New Calgary Flames Coach Demands Passion From His Players

The Calgary Flames made their biggest off-season decision in terms of off-ice personnel yesterday as General Manager Jay Feaster opted to tab a familiar face to coach the Calgary Flames, bringing Bob Hartley into the fold.

Hartley and Feaster share a personal and professional relationship that spans over a decade. Before Feaster got his big break as GM of the Tampa Bay Lightning, he served as the President of the American Hockey League’s Hershey Bears when they were then affiliated with the Colorado Avalanche after the Nordiques moved to Denver in 1995. Feaster’s head coach in Hershey was none other than Hartley, and the two proved to have a winning formula as the Bears won the 1997 Calder Cup under their tutelage. While this may be seen as a formidable duo for the Flames, there is an unfortunate underlining to the relationship as Hartley is also the god-father to one of Feaster’s children. While this obviously has no bearing as to how Hartley will perform as the Flames coach, it will undoubtedly be a topic of interest should the Flames continue to struggle. After the organization was finally rid of Darryl Sutter, it is unfortunate to see Feaster make himself vulnerable to the same accusations of nepotism that dogged Sutter to the point of being unpopular with the fan base.

That being said, Hartley has much more pertinent value to the Flames than becoming a critical trope to the media. Hartley simply has coached winners at every level and has a reputation for demanding accountability and passion from his players. This is probably the most needed changed in the Flames room right now, as much has been made over how lackadaisical the team appears on certain nights and how content they seem to be with losing. Flames fans by now have likely memorized the trite excuses offered by players and management, everything from “we need to try harder and capitalize on our chances” to “we simply need to find a way to get to that higher compete level” to “I really thought we were good enough to make the playoffs this year.” Hartley will certainly to his best to eliminate this attitude as these were never quotes that appeared in Denver and Atlanta newspapers during his tenures there. Ideally under Hartley, the players won’t just think they are good enough to make the playoffs- they will want to be good enough.

Alex Tanguay was a crucial member of the 2001 Stanley Cup Champion Avalanche who thrived in the playoffs under Hartley.

That being said, Bob Hartley is a head coach, not a miracle man. This is still a Flames team that, if Olli Jokinen departs via free agency, is incredibly thin down the middle. Their best players are well into their thirties or in the twilight of their careers. It will definitely be interesting to see the impact of Hartley’s hiring on winger Alex Tanguay, who will be counted upon to deliver on his big-money, long-term contract and continue his resurgence after down years in Montreal and Tampa Bay. While Tanguay did not have his most productive regular season with Hartley when both were in Colorado, he did prove himself as a clutch playoff performer. Hartley trusts Tanguay and Tanguay seems to respond to that trust, as he was the Avalanche’s biggest player when it mattered most- when he tallied 2 goals in Game 7 of the 2001 Stanley Cup Finals. If the Tanguay-Michael Cammalleri-Jarome Iginla line remains intact under Hartley, Tanguay will be feeding two proven snipers while receiving coaching from a familiar face. This certainly is a tantalizing prospect.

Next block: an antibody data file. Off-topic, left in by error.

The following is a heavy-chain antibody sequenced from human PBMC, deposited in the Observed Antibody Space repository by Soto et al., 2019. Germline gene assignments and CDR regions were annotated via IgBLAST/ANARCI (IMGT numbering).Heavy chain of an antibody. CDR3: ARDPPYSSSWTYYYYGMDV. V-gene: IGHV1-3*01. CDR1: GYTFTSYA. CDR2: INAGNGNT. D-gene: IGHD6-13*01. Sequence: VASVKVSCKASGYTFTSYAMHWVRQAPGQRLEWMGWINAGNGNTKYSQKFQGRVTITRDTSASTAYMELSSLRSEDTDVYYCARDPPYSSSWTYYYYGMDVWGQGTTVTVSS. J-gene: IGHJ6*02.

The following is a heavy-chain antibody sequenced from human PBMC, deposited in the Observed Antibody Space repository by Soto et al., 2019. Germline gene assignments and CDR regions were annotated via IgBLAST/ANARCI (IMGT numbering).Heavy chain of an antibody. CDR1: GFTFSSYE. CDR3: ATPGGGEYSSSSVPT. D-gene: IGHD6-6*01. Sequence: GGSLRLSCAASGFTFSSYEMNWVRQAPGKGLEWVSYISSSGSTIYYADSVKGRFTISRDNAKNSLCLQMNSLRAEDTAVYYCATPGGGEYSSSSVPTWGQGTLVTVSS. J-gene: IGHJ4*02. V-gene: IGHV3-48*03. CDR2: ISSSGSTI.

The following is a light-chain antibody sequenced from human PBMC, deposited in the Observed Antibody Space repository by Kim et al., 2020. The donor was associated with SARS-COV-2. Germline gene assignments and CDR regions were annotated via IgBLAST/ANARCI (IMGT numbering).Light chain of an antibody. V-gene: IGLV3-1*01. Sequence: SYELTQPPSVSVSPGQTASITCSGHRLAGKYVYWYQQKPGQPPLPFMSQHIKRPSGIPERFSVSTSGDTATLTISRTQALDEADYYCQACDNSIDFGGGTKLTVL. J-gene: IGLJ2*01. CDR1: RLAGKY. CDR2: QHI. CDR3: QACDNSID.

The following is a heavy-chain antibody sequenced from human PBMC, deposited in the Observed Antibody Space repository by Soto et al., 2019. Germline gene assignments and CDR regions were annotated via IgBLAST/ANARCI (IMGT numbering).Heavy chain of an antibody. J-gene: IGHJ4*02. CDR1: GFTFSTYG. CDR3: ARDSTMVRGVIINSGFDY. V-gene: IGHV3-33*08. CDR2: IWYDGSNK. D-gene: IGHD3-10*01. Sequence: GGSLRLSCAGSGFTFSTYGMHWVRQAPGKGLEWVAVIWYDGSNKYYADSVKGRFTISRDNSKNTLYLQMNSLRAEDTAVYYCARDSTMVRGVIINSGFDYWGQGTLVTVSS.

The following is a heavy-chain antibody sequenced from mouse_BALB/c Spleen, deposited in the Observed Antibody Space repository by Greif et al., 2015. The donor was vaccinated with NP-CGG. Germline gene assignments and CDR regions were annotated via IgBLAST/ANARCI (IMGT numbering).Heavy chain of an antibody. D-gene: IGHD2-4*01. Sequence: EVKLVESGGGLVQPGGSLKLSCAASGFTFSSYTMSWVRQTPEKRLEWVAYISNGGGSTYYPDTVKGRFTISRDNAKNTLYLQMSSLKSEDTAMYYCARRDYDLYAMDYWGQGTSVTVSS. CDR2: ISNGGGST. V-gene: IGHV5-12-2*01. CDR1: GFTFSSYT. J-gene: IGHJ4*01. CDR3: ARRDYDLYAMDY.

Hartley is certainly an intriguing choice as his name has been out of the league rumor mill for quite some time. While he has been away from the NHL game in a coaching capacity, he has certainly been involved in various facets of hockey since he was released as coach from the Atlanta Thrashers in 2007. He served as an analyst for the French RDS network and most recently coached the Zurich Lions to the Swiss League Championship. In his four full seasons with the Avalanche, he won the Stanley Cup and was a conference finalist 3 times. In his 3 full seasons with the Thrashers, he only made the playoffs once but recorded two 90+ point seasons. In addition to this, offensive-minded players have always seemed to thrive under Hartley. Ilya Kovalchuk captured the Maurice Richard Trophy under Hartley, Joe Sakic won the Art Ross, and Marian Hossa combined with Marc Savard and Kovalchuk to form one of the most offensively potent trios of the post-lockout era. While Hartley will not be working with young players of this ilk in Calgary, there is a promising Swiss goal scorer by the name of Sven Bartschi who will be looking to crack Calgary’s lineup in training camp. There may be no better choice to coach a burgeoning Swiss NHL goal scorer than a man with a resume for getting the most out of his stars and has just finished winning a league championship in Switzerland.